Tetramethylammonium chloride

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Tetramethylammonium chloride
Tetramethylammonium-3D-balls.png Tetramethylammonium-chloride-ion-pair-2D.png
Tetramethylammonium chloride.jpg
CAS number 75-57-0 YesY
PubChem 6379
ChemSpider 6139 N
Jmol-3D images Image 1
Molecular formula C4H12NCl
Molar mass 109.60 g/mol
Appearance White crystals
Density 1.17 g/cm3
Melting point 425 °C (797 °F; 698 K) (decomposes)
Solubility in water Soluble
MSDS External MSDS
Related compounds
Other anions tetramethylammonium hydroxide
Other cations tetraethylammonium chloride
Except where noted otherwise, data are given for materials in their standard state (at 25 °C (77 °F), 100 kPa)
 N (verify) (what is: YesY/N?)
Infobox references

Tetramethylammonium chloride is one of the simplest quaternary ammonium salts, bearing only four methyl groups tetrahedrally attached to the central N. The chemical formula (CH3)4N+Cl is often abbreviated further as Me4N+Cl. It is a very hygroscopic colourless solid that is soluble in water and polar organic solvents. Tetramethylammonium chloride is a major industrial chemical,[1] being used in such processes as hydrofracking.[2] In the laboratory, it has fewer synthetic chemical applications than quaternary ammonium salts containing longer N-alkyl substituents, which are used extensively as phase-transfer catalysts.

Preparation and laboratory uses[edit]

Tetramethylammonium chloride can be synthesized by the alkylation of ammonium chloride with dimethyl carbonate, in the presence of 1-ethyl-3-methyl imidazolium bromide ([EMIM]+Br) as an ionic liquid catalyst.[3] The overall reaction is:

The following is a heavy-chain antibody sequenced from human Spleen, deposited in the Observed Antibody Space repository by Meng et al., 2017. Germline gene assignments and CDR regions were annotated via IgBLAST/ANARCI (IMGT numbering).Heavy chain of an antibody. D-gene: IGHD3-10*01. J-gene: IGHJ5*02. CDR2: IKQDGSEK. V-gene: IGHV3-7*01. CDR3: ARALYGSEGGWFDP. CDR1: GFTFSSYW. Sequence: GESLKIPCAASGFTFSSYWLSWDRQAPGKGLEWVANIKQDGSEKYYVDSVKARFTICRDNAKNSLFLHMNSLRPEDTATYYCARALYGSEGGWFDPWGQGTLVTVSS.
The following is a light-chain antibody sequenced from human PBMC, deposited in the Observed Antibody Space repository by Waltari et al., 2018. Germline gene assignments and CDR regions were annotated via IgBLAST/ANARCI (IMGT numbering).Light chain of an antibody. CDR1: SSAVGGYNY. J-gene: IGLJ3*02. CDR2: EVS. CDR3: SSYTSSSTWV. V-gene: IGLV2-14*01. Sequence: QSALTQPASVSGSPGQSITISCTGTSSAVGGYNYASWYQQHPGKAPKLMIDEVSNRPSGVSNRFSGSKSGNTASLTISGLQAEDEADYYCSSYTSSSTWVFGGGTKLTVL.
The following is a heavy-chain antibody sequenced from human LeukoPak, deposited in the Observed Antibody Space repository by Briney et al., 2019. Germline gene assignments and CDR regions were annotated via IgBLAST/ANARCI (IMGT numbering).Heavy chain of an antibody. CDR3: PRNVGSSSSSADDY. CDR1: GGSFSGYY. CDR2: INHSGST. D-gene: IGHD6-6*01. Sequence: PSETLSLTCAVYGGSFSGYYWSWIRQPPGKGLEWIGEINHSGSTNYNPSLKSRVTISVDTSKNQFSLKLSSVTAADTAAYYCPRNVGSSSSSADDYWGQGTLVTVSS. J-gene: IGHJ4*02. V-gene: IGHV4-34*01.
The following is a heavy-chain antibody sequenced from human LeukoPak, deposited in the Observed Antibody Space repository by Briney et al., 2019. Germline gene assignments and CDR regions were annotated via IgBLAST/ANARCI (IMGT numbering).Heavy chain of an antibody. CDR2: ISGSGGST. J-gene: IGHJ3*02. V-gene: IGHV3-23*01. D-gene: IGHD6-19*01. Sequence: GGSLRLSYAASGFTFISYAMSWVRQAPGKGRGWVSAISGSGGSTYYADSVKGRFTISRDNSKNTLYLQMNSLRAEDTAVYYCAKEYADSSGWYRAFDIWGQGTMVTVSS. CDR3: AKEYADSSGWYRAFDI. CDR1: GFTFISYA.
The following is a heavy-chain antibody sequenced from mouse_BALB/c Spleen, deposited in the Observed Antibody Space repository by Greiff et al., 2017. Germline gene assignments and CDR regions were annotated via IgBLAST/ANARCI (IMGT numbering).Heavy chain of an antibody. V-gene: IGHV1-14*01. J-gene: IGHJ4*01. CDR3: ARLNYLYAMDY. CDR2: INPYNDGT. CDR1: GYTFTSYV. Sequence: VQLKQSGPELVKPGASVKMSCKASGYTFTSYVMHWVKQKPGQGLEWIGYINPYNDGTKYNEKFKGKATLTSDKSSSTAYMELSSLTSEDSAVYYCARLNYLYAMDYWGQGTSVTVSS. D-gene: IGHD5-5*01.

NH4+Cl + 2 (CH3O)2CO → N(CH3)4+Cl + 2 H2O + 2 CO2

It is used in organic synthesis for methylation and occasionally as a precipitating agent.[4]

In low concentrations, it is used in polymerase chain reactions to increase yield and specificity. It has been shown to enhance yield 5–10 fold at 60mM by stabilizing the AT base pairs.[5]


LD50 = 25 mg/kg (mouse, i.p.); 40 mg/kg (mouse, s.c.); 50 mg/kg (rat, p.o.). Very toxic to aquatic organisms.[6]

Diverse data on human exposure, environmental toxicology and environmentally-related chemistry is available through the NIH Toxnet database.[1]

See also[edit]


  1. ^ a b http://toxnet.nlm.nih.gov/cgi-bin/sis/search/a?dbs+hsdb:@term+@DOCNO+7987
  2. ^ http://fracfocus.org/chemical-use/what-chemicals-are-used
  3. ^ Zheng, Z. et al.; Wang, Jie; Wu, Ting Hua; Zhou, Xiao Ping (2007). "Alkylation of Ammonium Salts Catalyzed by Imidazolium-Based Ionic Liquid Catalysts". Advanced Synthesis & Catalysis 349 (7): 1095–1101. doi:10.1002/adsc.200600451. 
  4. ^ W. J. Middleton and D. W. Wiley (1973), "tetramethylammonium 1-Propene-1,1,2,3,3-pentacarbonitrile", Org. Synth. ; Coll. Vol. 5: 1013 
  5. ^ Chevet E. et al (1995). "Low concentrations of tetramethylammonium chloride increase yield and specificity of PCR". Nucleic Acids Research 23 (16) 3343–344.
  6. ^ http://datasheets.scbt.com/sc-251199.pdf